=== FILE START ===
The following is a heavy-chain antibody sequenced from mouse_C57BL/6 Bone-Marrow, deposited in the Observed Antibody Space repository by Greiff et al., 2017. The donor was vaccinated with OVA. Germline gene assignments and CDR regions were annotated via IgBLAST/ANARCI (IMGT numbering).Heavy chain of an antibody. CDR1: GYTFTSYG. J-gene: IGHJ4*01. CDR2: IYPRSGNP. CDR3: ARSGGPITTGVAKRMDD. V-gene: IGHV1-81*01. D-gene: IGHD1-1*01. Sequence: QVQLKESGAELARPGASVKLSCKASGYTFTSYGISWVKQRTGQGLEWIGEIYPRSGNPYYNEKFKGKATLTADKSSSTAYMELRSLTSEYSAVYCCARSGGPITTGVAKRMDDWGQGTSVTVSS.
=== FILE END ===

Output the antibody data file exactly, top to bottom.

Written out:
The following is a heavy-chain antibody sequenced from mouse_C57BL/6 Bone-Marrow, deposited in the Observed Antibody Space repository by Greiff et al., 2017. The donor was vaccinated with OVA. Germline gene assignments and CDR regions were annotated via IgBLAST/ANARCI (IMGT numbering).Heavy chain of an antibody. CDR1: GYTFTSYG. J-gene: IGHJ4*01. CDR2: IYPRSGNP. CDR3: ARSGGPITTGVAKRMDD. V-gene: IGHV1-81*01. D-gene: IGHD1-1*01. Sequence: QVQLKESGAELARPGASVKLSCKASGYTFTSYGISWVKQRTGQGLEWIGEIYPRSGNPYYNEKFKGKATLTADKSSSTAYMELRSLTSEYSAVYCCARSGGPITTGVAKRMDDWGQGTSVTVSS.